Our world has always been full of sound and it only continues to grow louder and louder. If you live in a city, this might seem obvious, as you are constantly exposed to the sounds of street traffic, music coming from windows and construction. Even in the suburbs or country there are sounds we are exposed to which make our world noisy. Some of these sounds may even come from within our own home.
Sounds can enrich our world and even release dopamine, increasing our joy, but there is certainly such a thing as too loud! When sounds reach a threshold, they become noise and not only are they stress producing but they can cause hearing damage. Understanding the source of some of these harmful noises can help us avoid hearing loss. Some of these sources may surprise you!
Noise Induced Hearing Loss
Noise induced hearing loss can be caused by a short very loud blast or a lower, but still dangerous level of noise, over a long period of time. The louder the sound the less time it takes for it to affect your hearing permanently. Now due to our world which is ever increasingly subject to loud noise, hearing loss is becoming more prominent for a younger generation. Previously associated with old age, currently, the National Institutes on Deafness and Other Communication Disorders (NIDCD), reports that about 15% of Americans between the ages of 20 and 69 have noise induced hearing loss. Many of these exposures happen in a workplace where you may be exposed to loud noise for eight hours a day or more, day after day, week after week, however studies find that half of those with noise induced hearing loss do not work in noisy professions. This means that much of the damage is caused by exposure to noise during recreational activities
Understanding When Your Hearing is at Risk
Sound is measured in decibels and any sound which reaches 85dB or more has the potential to damage your ears. 85dB in the workplace could create significant hearing damage in a decade or more, but as the decibels rise, the time it takes to incur damage decreases. In the workplace it is the responsibility of the employer to measure the decibel level in the workplace and provide hearing protection to employees. However, when you are at home or engaging in noisy recreation, it is up to you to monitor the decibel level and wear hearing protection if a threat is detected. Most smartphones have apps you can download, which will easily detect the decibel level in a space. Once you start taking readings of the noise around you, you may be shocked at some household sources of sound that are already causing damage.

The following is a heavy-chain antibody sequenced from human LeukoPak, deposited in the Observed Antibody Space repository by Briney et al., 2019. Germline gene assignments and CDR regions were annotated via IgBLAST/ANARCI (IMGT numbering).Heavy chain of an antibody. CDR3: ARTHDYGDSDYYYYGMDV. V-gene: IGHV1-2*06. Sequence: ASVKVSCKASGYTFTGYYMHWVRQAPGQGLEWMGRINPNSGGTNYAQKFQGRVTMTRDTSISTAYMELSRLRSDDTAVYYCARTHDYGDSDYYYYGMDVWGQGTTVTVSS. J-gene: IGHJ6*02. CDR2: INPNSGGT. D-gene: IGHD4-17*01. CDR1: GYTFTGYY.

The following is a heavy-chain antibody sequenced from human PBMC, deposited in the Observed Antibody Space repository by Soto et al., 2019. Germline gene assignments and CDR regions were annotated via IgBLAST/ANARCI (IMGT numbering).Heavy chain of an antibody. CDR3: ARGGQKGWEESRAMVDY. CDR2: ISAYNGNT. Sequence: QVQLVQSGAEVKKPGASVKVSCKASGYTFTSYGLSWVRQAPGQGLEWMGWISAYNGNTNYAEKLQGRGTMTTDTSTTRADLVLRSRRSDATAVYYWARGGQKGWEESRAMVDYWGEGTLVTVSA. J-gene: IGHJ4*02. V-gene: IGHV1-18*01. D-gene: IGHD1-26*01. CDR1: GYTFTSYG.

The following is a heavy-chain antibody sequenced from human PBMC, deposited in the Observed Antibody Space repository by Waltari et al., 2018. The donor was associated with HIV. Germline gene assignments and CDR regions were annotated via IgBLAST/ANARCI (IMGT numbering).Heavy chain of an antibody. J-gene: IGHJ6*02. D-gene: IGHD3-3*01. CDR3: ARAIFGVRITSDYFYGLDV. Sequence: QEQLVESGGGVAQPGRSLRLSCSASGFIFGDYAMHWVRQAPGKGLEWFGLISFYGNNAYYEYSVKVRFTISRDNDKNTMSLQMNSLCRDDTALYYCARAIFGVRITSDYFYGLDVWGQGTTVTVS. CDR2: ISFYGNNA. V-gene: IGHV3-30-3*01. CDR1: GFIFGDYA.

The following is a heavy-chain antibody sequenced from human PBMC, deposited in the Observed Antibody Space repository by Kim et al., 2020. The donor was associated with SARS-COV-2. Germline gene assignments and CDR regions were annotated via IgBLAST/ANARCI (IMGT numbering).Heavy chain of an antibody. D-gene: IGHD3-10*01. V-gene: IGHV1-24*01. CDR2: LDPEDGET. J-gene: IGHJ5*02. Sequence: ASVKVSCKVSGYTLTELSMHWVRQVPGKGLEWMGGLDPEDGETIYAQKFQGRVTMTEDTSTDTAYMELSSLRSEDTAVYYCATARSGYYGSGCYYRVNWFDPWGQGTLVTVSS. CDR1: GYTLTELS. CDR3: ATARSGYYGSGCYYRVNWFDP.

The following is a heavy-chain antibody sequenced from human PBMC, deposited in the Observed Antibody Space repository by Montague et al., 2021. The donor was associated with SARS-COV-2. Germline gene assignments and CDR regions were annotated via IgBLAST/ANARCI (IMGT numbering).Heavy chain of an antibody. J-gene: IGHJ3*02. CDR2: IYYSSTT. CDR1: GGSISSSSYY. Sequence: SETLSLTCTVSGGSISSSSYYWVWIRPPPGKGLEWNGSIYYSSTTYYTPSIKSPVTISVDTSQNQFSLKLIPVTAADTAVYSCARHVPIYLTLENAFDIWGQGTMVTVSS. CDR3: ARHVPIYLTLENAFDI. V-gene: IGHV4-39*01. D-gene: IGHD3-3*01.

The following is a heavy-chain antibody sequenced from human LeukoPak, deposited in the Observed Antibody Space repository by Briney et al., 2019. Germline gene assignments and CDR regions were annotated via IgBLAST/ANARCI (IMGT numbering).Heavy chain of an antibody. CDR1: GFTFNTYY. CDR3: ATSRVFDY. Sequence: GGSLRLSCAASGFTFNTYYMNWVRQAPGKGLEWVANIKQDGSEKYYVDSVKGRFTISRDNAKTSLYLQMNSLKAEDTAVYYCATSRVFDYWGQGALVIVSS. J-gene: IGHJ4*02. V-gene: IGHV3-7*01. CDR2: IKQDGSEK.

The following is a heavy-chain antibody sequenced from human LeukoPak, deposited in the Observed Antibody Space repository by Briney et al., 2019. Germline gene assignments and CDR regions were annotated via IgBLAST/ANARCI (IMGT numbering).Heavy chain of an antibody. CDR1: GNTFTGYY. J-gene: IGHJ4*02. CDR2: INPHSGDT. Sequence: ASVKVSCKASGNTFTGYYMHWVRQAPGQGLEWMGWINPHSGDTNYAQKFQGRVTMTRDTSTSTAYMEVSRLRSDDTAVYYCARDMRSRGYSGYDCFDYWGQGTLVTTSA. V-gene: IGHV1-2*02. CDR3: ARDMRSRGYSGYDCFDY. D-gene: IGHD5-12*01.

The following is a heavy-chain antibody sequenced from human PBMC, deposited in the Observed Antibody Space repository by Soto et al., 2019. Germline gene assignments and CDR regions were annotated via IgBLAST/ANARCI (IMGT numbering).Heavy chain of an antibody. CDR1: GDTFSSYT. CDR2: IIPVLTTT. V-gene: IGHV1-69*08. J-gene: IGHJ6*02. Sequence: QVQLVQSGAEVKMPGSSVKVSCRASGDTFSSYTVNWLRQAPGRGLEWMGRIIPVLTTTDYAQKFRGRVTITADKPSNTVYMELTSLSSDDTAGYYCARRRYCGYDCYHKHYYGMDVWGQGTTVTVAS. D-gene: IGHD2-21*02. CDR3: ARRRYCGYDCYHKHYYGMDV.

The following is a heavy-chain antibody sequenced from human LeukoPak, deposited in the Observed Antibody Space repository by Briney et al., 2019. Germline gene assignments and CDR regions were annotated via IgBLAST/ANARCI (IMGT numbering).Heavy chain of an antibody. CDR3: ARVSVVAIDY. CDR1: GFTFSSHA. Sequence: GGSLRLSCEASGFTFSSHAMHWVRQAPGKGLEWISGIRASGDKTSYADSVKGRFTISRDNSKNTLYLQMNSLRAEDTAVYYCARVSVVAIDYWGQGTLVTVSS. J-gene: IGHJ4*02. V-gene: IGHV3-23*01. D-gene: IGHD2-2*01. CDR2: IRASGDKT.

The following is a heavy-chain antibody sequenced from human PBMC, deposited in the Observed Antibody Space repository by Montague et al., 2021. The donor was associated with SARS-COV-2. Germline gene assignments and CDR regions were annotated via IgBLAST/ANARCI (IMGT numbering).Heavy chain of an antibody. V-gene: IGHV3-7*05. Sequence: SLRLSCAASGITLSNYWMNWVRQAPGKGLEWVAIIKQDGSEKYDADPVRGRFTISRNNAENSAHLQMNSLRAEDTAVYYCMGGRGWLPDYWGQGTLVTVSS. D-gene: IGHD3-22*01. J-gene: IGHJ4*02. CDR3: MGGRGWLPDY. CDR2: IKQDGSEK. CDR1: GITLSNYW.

Sources of Noise Induced Hearing Loss
Some of the most dangerous sources of noise for your hearing are as common as a home-use vacuum cleaner which can easily reach 85dB. A for-home-use lawn mower can reach up to 90 decibels. The kitchen and bathroom are some of the most dangerous places for your ears, with blenders, food processors and hair dryers easily reaching up to 100 dB. When any of these devices are being run at once they can combine to raise the decibel level quickly. One of the greatest risks to hearing, especially for a younger generation, are headphones and earbuds. These personal listening devices send decibel levels as high as 100 dB directly to your ear canal where people tend to listen for hours on end. Now with seemingly endless amounts of audio and visual media, it is all too easy for people to listen till their hearing is permanently damaged.
How to Prevent Hearing Loss
Know the decibel level in the spaces your frequent most and anticipate when you may be exposed to loud noise. The Occupational Safety and Health Administration (OSHA) states that when hearing protection is worn, one can work under constant levels at 85dB for up to 8 hours. As the decibels rise to 90, the time is half, and at 94dB, it’s only one hour. Any sound which reaches 120dB could cause permanent hearing loss, even after one exposure.
Are you concerned about your hearing abilities? We’re here to help! Make an appointment to have your hearing tested today.